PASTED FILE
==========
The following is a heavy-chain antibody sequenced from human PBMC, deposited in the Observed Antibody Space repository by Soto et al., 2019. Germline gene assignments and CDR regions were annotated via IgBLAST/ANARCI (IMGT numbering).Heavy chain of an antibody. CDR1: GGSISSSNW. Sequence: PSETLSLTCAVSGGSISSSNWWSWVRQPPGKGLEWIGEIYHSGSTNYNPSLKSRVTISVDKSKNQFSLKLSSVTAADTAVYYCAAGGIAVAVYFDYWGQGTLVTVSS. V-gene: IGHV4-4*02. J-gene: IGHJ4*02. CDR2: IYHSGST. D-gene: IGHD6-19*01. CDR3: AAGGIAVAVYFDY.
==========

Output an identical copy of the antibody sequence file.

The following is a heavy-chain antibody sequenced from human PBMC, deposited in the Observed Antibody Space repository by Soto et al., 2019. Germline gene assignments and CDR regions were annotated via IgBLAST/ANARCI (IMGT numbering).Heavy chain of an antibody. CDR1: GGSISSSNW. Sequence: PSETLSLTCAVSGGSISSSNWWSWVRQPPGKGLEWIGEIYHSGSTNYNPSLKSRVTISVDKSKNQFSLKLSSVTAADTAVYYCAAGGIAVAVYFDYWGQGTLVTVSS. V-gene: IGHV4-4*02. J-gene: IGHJ4*02. CDR2: IYHSGST. D-gene: IGHD6-19*01. CDR3: AAGGIAVAVYFDY.